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Coordinate Systems


Date: 04/22/97 at 17:39:41
From: Chris Eagle
Subject: Coordinate systems

What is the polar coordinate system and how does it differ from the 
rectangular coordinate system?


Date: 05/22/97 at 22:31:51
From: Doctor Sydney
Subject: Re: Coordinate systems

Dear Chris,

Hello!  This is a good question.  When you first come across the polar 
coordinate system, it might seem a bit strange, but once you are more 
familiar with it, you will probably begin to understand it better, and 
like it!

The polar coordinate system and the rectangular coordinate system are 
both designed to label points in the plane.  They differ in the ways 
they represent points in the plane.  

Let's first think about the rectangular coordinate system.  We define 
a point (x,y) in the rectangular coordinate system to be the point we 
get to when we move from the origin horizontally x units and 
vertically y units, right?  For instance, the point (1,-2) is the 
point in the fourth quadrant that is 1 unit to the right and 2 units 
below the origin. So, each of the rectangular coordinates of a point 
gives you information about where that point is located.

In a similar way, the polar coordinates of a point gives you 
information about where that point is located. However, polar 
coordinates work under a different system than rectangular 
coordinates. Suppose we were given a point (x,y) in polar coordinates. 
How would we find this point on a graph?  Well, the way that polar 
coordinates are defined, we would start at the origin, find the ray 
the emanates from the origin that is an angle of y with the positive 
x-axis, and then go out a distance of y on this ray. For instance, if 
we wanted to find the point (1, pi/2) where pi/2 is the angle that 
corresponds to 90 degrees, we would go out a distance of 1 on the ray 
that is 90 degrees from what would be the positive if we were working 
in rectangular coordinates. 

Because these systems are so different, there are different types of 
graph paper for them. When we are graphing things using the 
rectangular coordinate system, we use "standard" grid graph paper.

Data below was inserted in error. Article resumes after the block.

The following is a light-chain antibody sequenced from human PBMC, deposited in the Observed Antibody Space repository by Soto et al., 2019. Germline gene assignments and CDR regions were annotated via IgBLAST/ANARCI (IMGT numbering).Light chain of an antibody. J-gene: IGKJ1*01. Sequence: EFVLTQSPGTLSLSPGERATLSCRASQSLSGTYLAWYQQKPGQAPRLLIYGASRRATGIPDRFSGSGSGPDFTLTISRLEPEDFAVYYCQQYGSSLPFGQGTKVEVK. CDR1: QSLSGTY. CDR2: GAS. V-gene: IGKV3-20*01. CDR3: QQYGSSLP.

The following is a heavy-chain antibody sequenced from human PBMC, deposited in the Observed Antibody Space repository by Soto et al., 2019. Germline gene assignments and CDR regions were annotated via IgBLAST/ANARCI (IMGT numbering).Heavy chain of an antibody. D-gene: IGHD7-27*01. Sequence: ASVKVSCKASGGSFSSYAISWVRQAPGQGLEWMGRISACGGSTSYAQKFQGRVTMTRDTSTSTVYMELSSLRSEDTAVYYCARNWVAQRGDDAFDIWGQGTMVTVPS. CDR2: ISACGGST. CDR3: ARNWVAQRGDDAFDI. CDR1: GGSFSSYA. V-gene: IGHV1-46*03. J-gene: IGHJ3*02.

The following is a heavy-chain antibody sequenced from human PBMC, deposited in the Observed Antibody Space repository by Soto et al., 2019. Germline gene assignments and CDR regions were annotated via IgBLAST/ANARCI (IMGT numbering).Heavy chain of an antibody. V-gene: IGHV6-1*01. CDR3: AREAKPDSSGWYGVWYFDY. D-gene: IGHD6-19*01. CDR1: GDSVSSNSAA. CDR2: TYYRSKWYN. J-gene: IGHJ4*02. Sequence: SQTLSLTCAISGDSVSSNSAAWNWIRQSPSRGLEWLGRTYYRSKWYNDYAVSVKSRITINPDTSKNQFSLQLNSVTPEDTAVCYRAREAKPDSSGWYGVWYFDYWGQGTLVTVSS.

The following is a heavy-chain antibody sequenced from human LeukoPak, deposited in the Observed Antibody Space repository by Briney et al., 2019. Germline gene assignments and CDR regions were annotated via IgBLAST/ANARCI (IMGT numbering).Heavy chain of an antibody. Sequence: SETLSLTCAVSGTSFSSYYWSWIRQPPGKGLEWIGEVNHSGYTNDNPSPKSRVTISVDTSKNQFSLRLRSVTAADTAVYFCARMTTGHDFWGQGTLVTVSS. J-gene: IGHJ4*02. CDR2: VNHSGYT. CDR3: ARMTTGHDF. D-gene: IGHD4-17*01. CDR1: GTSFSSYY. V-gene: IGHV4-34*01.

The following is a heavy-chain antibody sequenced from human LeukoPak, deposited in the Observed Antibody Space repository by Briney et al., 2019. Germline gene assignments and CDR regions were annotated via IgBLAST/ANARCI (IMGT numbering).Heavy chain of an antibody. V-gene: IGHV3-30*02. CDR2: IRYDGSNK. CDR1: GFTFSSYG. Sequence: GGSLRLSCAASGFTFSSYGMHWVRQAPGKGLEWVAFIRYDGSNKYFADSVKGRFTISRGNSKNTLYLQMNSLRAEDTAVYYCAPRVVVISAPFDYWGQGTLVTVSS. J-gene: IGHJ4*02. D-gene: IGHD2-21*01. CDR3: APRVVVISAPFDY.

This makes sense since when using the rectangular coordinate system, 
all we ever do to find points is move horizontally and vertically.  
However, when we graph  using the polar coordinate system, the graph 
paper usually has circles whose center is the origin, and rays that 
emanate from the origin.  This makes it easier to figure out where 
points in polar coordinates lie. Do you see why?   

There are lots of fun things you can do with polar coordinates. For 
instance, think about this: how would you figure out the distance 
between two points in polar coordinates? In other words, if you are 
given two points, (a,b) and (c,d), in polar coordinates, what is the 
distance between the two points?  It isn't sqrt[(d-b)^2 + (c - a)^2].  
What is it?  Draw a graph to figure it out!  

Also, the existence of multiple ways to assign pairs of numbers to 
points in the plane raises some interesting questions. Think about 
these questions for fun: Both the rectangular coordinate system and 
the polar coordinate system assign PAIRS of numbers to points in 
space. Could we define a coordinate system that assigns only SINGLE 
numbers (instead of pairs of numbers) to points in the plane?  If so, 
would this coordinate system cover the whole plane or would it cover 
only part of the plane? Could we define a coordinate systsem that 
assigns TRIPLES to points in the plane?  What if we moved from the 
plane to three-dimensional space. How many coordinates are necessary 
in a coordinate system in three-dimensional space?  

If you want more problems to think about, if you have questions about 
some of the questions I mentioned at the end of the message, or if you 
need more help understanding the difference between polar and 
rectangular coordinates, please do write back.  Good luck!  

-Doctor Sydney,  The Math Forum
 Check out our web site!  http://mathforum.org/dr.math/   
    
Associated Topics:
High School Coordinate Plane Geometry
High School Definitions
High School Geometry

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